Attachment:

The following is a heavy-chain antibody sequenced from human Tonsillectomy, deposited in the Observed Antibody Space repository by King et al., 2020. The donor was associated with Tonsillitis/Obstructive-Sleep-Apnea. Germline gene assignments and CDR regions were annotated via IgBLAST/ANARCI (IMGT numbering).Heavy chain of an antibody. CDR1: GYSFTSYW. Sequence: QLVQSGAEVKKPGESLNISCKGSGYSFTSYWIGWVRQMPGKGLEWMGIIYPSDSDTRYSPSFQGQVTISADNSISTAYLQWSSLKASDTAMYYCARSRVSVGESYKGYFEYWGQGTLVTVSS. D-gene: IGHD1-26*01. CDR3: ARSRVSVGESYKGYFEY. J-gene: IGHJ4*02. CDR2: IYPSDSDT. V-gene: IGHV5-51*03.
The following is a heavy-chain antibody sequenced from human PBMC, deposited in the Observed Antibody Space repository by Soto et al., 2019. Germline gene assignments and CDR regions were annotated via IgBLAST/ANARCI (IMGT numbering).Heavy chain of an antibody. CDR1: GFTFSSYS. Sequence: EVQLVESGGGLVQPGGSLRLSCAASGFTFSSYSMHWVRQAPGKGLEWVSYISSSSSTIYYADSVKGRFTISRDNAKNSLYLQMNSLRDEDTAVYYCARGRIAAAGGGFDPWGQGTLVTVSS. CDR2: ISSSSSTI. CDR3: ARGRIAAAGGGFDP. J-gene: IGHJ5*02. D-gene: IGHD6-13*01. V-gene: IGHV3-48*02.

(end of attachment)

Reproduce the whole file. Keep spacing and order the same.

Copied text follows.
The following is a heavy-chain antibody sequenced from human Tonsillectomy, deposited in the Observed Antibody Space repository by King et al., 2020. The donor was associated with Tonsillitis/Obstructive-Sleep-Apnea. Germline gene assignments and CDR regions were annotated via IgBLAST/ANARCI (IMGT numbering).Heavy chain of an antibody. CDR1: GYSFTSYW. Sequence: QLVQSGAEVKKPGESLNISCKGSGYSFTSYWIGWVRQMPGKGLEWMGIIYPSDSDTRYSPSFQGQVTISADNSISTAYLQWSSLKASDTAMYYCARSRVSVGESYKGYFEYWGQGTLVTVSS. D-gene: IGHD1-26*01. CDR3: ARSRVSVGESYKGYFEY. J-gene: IGHJ4*02. CDR2: IYPSDSDT. V-gene: IGHV5-51*03.
The following is a heavy-chain antibody sequenced from human PBMC, deposited in the Observed Antibody Space repository by Soto et al., 2019. Germline gene assignments and CDR regions were annotated via IgBLAST/ANARCI (IMGT numbering).Heavy chain of an antibody. CDR1: GFTFSSYS. Sequence: EVQLVESGGGLVQPGGSLRLSCAASGFTFSSYSMHWVRQAPGKGLEWVSYISSSSSTIYYADSVKGRFTISRDNAKNSLYLQMNSLRDEDTAVYYCARGRIAAAGGGFDPWGQGTLVTVSS. CDR2: ISSSSSTI. CDR3: ARGRIAAAGGGFDP. J-gene: IGHJ5*02. D-gene: IGHD6-13*01. V-gene: IGHV3-48*02.